KRULWICH: Because Poggio immediately ordered a copy made, and then made another in his beautiful handwriting.
GREENBLATT: And he sent it back to a friend of his, Niccola Niccoli. And that act of making a copy of the copy, of the copy of the copy, brought it back to life.
KRULWICH: First, it was passed...
GREENBLATT: Very, very quietly.
KRULWICH: To certain households in Florence Then it shows up in Bologna and then in Paris. And people begin to talk of universes built from atoms, wondering...
GREENBLATT: What if that were possible?
KRULWICH: It's not possible, says the church. And the book is banned, first in schools and then In Florence. But Machiavelli, in his own hand, makes himself a private copy. And now, Shakespeare notices and then Montaigne in France writes essay after essay about Lucretius.
GREENBLATT: Moliere did a translation.
KRULWICH: And Thomas Jefferson had five copies of Lucretius in his library. They, all of them, borrowed from Lucretius - this radically secular thinker. Though his poem is more than 2,000 years old, even today...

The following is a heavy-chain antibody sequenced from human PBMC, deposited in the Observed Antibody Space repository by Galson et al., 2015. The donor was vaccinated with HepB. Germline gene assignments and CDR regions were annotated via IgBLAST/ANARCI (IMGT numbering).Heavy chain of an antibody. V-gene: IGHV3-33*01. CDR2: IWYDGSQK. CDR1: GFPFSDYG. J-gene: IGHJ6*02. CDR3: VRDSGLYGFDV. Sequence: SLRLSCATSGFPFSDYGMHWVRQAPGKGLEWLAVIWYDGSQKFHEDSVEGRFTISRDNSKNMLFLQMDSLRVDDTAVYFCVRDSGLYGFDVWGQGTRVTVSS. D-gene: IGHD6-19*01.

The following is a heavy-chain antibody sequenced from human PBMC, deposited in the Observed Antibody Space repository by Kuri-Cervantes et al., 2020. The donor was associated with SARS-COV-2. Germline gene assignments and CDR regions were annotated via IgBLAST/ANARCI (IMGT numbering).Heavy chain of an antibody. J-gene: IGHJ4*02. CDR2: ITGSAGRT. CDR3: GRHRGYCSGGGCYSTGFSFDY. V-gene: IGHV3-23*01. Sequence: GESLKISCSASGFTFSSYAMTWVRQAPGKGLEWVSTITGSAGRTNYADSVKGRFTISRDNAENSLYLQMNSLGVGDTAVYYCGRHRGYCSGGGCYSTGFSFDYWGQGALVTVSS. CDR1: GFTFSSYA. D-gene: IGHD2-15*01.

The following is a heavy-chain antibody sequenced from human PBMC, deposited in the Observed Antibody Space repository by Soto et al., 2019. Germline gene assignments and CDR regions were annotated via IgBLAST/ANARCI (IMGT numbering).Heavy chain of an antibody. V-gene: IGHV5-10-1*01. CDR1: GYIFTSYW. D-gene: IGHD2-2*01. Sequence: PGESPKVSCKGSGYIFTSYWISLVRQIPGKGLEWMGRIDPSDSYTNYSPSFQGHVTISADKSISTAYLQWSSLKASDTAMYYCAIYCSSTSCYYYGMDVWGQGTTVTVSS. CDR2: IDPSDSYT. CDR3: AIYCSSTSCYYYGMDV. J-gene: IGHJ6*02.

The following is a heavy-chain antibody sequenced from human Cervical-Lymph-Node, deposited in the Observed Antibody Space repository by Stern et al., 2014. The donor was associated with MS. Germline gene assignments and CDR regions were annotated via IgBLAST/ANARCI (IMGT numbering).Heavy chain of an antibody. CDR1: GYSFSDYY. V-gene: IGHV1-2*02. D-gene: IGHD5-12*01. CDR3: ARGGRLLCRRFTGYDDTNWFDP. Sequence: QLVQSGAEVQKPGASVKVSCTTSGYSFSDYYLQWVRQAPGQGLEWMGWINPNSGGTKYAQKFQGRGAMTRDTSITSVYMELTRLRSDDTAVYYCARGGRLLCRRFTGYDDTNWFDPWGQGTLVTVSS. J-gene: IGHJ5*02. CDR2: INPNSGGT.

GREENBLATT: It's dangerous. It's radioactive. It's dangerous to touch it.
KRULWICH: It describes a universe with no author and no purpose, but of such exquisite complexity...
GREENBLATT: It's unbelievably beautiful. It's written in just magnificent poetry.
KRULWICH: That says that even if there is no heaven, no loving god, no design, no reason for us to be here - as painful as that may seem - says Lucretius, look around, what is here is more than good. It's amazing and it's beautiful.
GREENBLATT: I think that there is a deep truth to that perception and I think that what Lucretius offers still, after 2,000 years - more than 2,000 years - is an incentive to take this news not as pain but as pleasure, not as disillusionment, but as wonder.
KRULWICH: Robert Krulwich, NPR News.
INSKEEP: Stephen Greenblatt's new book is "The Swerve: How the World Became Modern." You can read an excerpt at NPR.org.
It's MORNING EDITION from NPR News. I'm Steve Inskeep.
DAVID GREENE, host: And I'm David Greene. Transcript provided by NPR, Copyright National Public Radio.